These are the things I'm going to do this year to write my best screenplay ever. What are you going to do? Share with us in the Comments.

Your Comment


Thanks for this Christopher. Really inspirational to know that even with kids you managed to wake up so early and write virtually everyday last year. I've been toying with doing something similar for a few months now but I always seem to hit that damn snooze button. However, I'm determined to write my first screenplay ever in 2013 so the snooze button is no longer an option.

January 8, 2013 at 12:13PM, Edited September 4, 7:54AM


Great list Christopher although I would add #7 Get my script into the hands of people whose opinion I respect and seek out critical and honest feedback then rewrite, rewrite, rewrite some more!

January 8, 2013 at 12:47PM, Edited September 4, 7:54AM


This is great Christopher, thank you!

January 8, 2013 at 2:30PM, Edited September 4, 7:54AM


I really liked everything you said. My addition is to read a screenplay a week. Thanks for posting/sharing. Best of luck with your writing.

January 8, 2013 at 2:53PM, Edited September 4, 7:54AM


Great article. I recently finished writing a feature length New York noir script and planning to shoot it in Mid Feb. I am hoping we could see more of these kind of articles in NFS. Having said that I wanted write a piece on my writing process a couple of weeks back but its a total disaster as I realized that I never had any process or schedule. But it worked for me for the following reason.

My script is a case study of a femme fatale from film noirs and the inspiration for it came from getting heavily obsessed with a girl. She has a very intense presence and lethargic elegance in her every move. I wanted to take her character and put it in a dramatic situation but retain the integrity of all the aspects of her personality at the same time, so that it would to be a testimony of my love/lust/obsession for her and show it off. I consciously decided not to write about “That nice girl who works in the corner bakery waiting for love of her life” because it would neither justify my burning desire for her and no to her unique personality. It has to be something intense set in New York. Not the happy, busy New York in daytime. The dark, deserted, haunted New York, that comes alive in the night. Well I already have two interesting characters. The girl and New York. So I took a deep dive into writing without knowing where to go with these two. After producing 250+ pages (I always write the first draft in a book) of garbage for 3 months, I realized there was no way I am going to conclude. So I threw it aside. I happened to pick up this material few months back and it started making sense. The material is super pulpy and it lends itself into a nice pulpy, noir piece. Good for me. Its just a matter of being objective and picking up the good stuff that moves the plot forward and polish it. It took 1 month for the first draft and another 2 months to get the final draft. I have nt shared the script to the girl who inspired it. Its difficult to resist but it would be interesting to see if she would actually figure out the fact that she inspired it. If she does it would be more interesting to see her reaction when she sees it on the screen. I am hoping she would nt figure out. I am not planning to tell her the inspiration part either, because some genius once said that “A true artist tries real hard to cover his naked soul in his art”.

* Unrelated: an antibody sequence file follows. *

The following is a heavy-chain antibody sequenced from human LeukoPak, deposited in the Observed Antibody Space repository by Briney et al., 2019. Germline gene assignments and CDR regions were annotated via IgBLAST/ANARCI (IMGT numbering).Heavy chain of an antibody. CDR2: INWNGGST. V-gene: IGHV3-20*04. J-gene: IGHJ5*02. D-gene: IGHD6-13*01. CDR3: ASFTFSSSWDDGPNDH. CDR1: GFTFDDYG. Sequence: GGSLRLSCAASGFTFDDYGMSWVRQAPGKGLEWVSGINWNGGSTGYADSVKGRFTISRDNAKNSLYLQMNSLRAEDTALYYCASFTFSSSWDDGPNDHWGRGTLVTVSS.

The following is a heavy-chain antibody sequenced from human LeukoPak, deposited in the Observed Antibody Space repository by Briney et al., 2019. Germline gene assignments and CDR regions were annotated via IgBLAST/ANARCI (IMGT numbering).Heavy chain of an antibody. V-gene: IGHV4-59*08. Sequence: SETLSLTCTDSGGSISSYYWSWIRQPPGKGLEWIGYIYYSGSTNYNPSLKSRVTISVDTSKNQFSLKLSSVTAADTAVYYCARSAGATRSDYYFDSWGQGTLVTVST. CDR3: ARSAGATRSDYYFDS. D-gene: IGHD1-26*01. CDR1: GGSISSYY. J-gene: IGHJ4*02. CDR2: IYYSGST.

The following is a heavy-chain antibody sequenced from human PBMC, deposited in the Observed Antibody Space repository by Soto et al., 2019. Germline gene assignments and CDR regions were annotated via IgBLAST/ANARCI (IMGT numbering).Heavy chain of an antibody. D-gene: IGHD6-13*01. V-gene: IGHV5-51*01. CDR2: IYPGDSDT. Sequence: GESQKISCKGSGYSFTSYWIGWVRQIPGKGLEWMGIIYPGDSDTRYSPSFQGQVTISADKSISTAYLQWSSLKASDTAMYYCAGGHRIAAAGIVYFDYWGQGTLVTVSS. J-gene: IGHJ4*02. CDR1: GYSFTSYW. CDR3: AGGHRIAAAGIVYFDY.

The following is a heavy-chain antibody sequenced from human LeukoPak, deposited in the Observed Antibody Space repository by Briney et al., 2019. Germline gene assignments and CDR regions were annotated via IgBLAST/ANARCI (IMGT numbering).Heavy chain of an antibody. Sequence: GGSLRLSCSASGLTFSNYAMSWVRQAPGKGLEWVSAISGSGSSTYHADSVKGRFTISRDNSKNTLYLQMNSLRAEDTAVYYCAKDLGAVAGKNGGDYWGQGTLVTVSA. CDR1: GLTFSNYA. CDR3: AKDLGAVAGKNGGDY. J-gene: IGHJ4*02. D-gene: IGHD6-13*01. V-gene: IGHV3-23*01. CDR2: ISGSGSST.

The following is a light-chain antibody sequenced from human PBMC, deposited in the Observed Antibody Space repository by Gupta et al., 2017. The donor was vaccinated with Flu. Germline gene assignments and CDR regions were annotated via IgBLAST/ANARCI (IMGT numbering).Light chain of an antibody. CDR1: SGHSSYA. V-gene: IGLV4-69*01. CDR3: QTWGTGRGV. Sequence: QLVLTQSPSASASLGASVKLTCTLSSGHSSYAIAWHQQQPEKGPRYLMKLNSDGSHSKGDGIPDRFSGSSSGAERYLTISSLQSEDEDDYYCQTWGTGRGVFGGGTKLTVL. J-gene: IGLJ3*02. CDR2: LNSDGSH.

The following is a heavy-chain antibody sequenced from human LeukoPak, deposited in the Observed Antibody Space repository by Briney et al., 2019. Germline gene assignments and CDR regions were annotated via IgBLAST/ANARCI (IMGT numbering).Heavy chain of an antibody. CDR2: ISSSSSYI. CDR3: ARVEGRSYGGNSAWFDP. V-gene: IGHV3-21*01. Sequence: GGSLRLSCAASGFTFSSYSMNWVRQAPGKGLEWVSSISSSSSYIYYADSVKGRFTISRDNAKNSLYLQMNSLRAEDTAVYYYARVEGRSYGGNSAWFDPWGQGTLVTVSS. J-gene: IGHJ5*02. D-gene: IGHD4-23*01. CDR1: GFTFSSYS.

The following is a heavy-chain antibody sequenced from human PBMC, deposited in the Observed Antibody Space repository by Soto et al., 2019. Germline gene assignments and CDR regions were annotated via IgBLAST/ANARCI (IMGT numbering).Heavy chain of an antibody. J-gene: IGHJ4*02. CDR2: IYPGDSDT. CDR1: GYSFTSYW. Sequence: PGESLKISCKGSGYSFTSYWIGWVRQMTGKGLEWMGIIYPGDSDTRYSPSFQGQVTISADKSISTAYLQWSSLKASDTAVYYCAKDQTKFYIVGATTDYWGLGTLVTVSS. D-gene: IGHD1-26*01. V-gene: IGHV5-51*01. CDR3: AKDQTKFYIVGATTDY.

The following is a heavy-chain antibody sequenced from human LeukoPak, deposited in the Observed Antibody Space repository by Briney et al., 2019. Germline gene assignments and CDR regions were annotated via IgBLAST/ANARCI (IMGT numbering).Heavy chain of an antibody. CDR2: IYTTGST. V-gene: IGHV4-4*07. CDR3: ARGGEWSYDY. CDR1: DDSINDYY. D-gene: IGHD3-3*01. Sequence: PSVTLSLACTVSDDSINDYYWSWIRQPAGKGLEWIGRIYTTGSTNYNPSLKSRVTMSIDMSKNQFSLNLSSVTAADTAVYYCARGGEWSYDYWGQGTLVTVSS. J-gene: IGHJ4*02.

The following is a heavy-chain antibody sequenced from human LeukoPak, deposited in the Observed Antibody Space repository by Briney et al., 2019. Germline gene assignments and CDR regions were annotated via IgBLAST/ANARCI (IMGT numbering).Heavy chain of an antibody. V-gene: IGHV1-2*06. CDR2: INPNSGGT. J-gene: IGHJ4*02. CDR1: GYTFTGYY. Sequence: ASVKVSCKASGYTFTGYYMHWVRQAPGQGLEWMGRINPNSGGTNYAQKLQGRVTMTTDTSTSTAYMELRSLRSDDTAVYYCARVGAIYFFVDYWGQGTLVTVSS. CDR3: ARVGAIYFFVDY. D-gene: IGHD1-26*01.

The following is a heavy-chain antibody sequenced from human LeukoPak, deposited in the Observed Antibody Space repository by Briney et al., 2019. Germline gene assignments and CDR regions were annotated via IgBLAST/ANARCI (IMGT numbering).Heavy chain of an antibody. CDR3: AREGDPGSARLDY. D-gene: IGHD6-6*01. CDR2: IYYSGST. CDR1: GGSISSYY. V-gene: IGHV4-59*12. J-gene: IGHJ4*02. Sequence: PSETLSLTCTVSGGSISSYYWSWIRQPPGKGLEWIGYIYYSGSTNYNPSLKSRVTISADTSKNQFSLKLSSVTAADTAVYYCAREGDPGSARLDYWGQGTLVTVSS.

January 8, 2013 at 3:02PM, Edited September 4, 7:54AM


best post of the year (yet) hands down, thanks Christopher, we have exactly the same new year resolution.

January 8, 2013 at 3:28PM, Edited September 4, 7:54AM


It's also incredibly helpful to have a weekly (or regular) meeting with someone who cares about your progress and will hold you accountable. Could be a writing partner, screenwriting friend, in person or over the phone, doesn't matter.

A single deadline to finish 120 pages is fine but a big project requires smaller milestones too. Act 1 submitted by so and so meeting. Act 2, etc. The accountabilibuddy and the deadline with a meeting attached is the most important thing I've found to finishing a project.

January 8, 2013 at 6:25PM, Edited September 4, 7:54AM


Great article!

January 8, 2013 at 7:13PM, Edited September 4, 7:54AM


I agree that having someone to talk to on a regular basis, not to get any specific feedback but more as a way of pushing yourself forward by knowing someone is going to listen to you as you advance in your lonely road, can be helpful. Great post, I wish you lots of fruitful mornings and good luck!